Low Levels of Few Micronutrients May Impact COVID-19 Disease Progression: An Observational Study on the First Wave
Tomasa-Irriguible et al.
, Low Levels of Few Micronutrients May Impact COVID-19 Disease Progression: An Observational Study on the First..
, Metabolites, doi:10.3390/metabo11090565 (date from earlier preprint)
Retrospective 120 hospitalized patients in Spain showing no significant differences for vitamin D deficiency.
risk of mechanical ventilation, 35.0% lower, RR 0.65, p = 0.21, high D levels 15 of 27 (55.6%), low D levels 18 of 78 (23.1%), adjusted per study, inverted to make RR<1 favor high D levels, odds ratio converted to relative risk, ≥20 ng/mL, bivariate logistic regression.
risk of ICU admission, 16.9% lower, RR 0.83, p = 0.58, high D levels 11 of 27 (40.7%), low D levels 17 of 78 (21.8%), adjusted per study, inverted to make RR<1 favor high D levels, odds ratio converted to relative risk, ≥20 ng/mL, bivariate logistic regression.
Effect extraction follows pre-specified rules prioritizing more serious outcomes. Submit updates
Tomasa-Irriguible et al., 26 Oct 2020, retrospective, Spain, peer-reviewed, 7 authors, study period March 2020 - May 2020.
Low Levels of Few Micronutrients May Impact COVID-19
Disease Progression: An Observational Study on the First Wave
Teresa-Maria Tomasa-Irriguible 1, * , Lara Bielsa-Berrocal 1 , Luisa Bordejé-Laguna 1 , Cristina Tural-Llàcher 2 ,
Jaume Barallat 3 , Josep-Maria Manresa-Domínguez 4 and Pere Torán-Monserrat 4
Citation: Tomasa-Irriguible, T.-M.;
Bielsa-Berrocal, L.; Bordejé-Laguna,
L.; Tural-Llàcher, C.; Barallat, J.;
Torán-Monserrat, P. Low Levels of
Few Micronutrients May Impact
COVID-19 Disease Progression: An
Observational Study on the First
Wave. Metabolites 2021, 11, 565.
Academic Editors: Amedeo Lonardo,
Elena Planells, Yenifer Gamarra and
Received: 29 June 2021
Accepted: 20 August 2021
Published: 24 August 2021
Publisher’s Note: MDPI stays neutral
with regard to jurisdictional claims in
published maps and institutional affiliations.
Intensive Care Unit, University Hospital Germans Trias i Pujol, 08916 Badalona, Spain;
firstname.lastname@example.org (L.B.-B.); email@example.com (L.B.-L.)
Internal Medicine Department, University Hospital Germans Trias i Pujol, 08916 Badalona, Spain;
Biochemical Department, University Hospital Germans Trias i Pujol, 08916 Badalona, Spain;
North Metropolitan Research Support Unit, Jordi Gol i Gurina Foundation Institute for Research in Primary
Health Care (IDIAPJGol), 08303 Mataró, Spain; firstname.lastname@example.org (J.-M.M.-D.);
Abstract: We report an observational study performed between March and May 2020 in a Spanish
university hospital during the SARS-CoV-2 pandemic. The main objective was to analyse the association between the levels of micronutrients in severe COVID-19 patients and their outcome. Adult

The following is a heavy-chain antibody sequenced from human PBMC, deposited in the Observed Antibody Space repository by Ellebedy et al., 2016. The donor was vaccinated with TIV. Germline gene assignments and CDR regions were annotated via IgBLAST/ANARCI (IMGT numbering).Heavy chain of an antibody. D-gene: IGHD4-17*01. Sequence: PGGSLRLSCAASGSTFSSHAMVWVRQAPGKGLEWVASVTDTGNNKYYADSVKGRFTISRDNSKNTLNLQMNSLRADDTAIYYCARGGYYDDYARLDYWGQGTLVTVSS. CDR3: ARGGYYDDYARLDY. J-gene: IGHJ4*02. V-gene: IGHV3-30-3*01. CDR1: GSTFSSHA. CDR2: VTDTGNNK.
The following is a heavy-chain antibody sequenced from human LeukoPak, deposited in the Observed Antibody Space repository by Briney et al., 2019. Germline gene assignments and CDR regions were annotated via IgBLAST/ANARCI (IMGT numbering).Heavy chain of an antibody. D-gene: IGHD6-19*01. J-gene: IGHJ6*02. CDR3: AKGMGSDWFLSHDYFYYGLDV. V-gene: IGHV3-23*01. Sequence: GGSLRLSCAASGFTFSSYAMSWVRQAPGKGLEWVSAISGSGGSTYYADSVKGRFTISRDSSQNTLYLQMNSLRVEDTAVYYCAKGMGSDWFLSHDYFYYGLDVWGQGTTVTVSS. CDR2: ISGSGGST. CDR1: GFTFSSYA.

patients with a positive polymerase-chain-reaction (PCR) for SARS-CoV-2 in the nasopharyngeal
swab or in tracheal aspirate culture in the case of intubation were included. Micronutrient data were
obtained from plasma analysis of a standard nutritional assessment performed within the first 24 h of
hospital admission. Vitamins A, B6 , C and E were analysed with HPLC methods; 25-OH-vitamin D
by immunoassay and zinc by colorimetric measurements. One hundred and twenty patients were
included. We found that 74.2% patients had low levels of zinc (normal levels >84 µg/dL) with a
mean value of 63.5 (SD 13.5); 71.7% patients had low levels of vitamin A (normal levels >0.3 mg/L)
with a mean value of 0.17 (SD 0.06); 42.5% patients had low levels of vitamin B6 (normal levels
>3.6 ng/mL) with a mean value of 2.2 (SD 0.9); 100% patients had low levels of vitamin C (normal
levels >0.4 mg/dL) with a mean value of 0.14 (SD 0.05); 74.3% patients had low values of vitamin D
(normal levels >20 ng/mL) with mean value of 11.4 (SD 4.3); but only 5.8% of patients had low levels
of vitamin E (normal levels >5 mg/L) with a mean value of 3.95 (SD 0.87). The variables associated
with the need for ICU admission were low levels of zinc (standard error 0.566, 95% CI 0.086 to 0.790,
p = 0.017), low levels of vitamin A (standard error 0.582, 95% CI 0.061 to 0.594, p = 0.004), age over
65 (standard error 0.018, 95% CI 0.917 to 0.985, p = 0.005) and male gender (standard error 0.458,
95% CI 1.004 to 6.040, p = 0.049). The only variable that was..
Please send us corrections, updates, or comments. Vaccines and
treatments are complementary. All practical, effective, and safe means should
be used based on risk/benefit analysis. No treatment, vaccine, or intervention
is 100% available and effective for all current and future variants. We do not
provide medical advice. Before taking any medication, consult a qualified
physician who can provide personalized advice and details of risks and
benefits based on your medical history and situation. FLCCC
provide treatment protocols.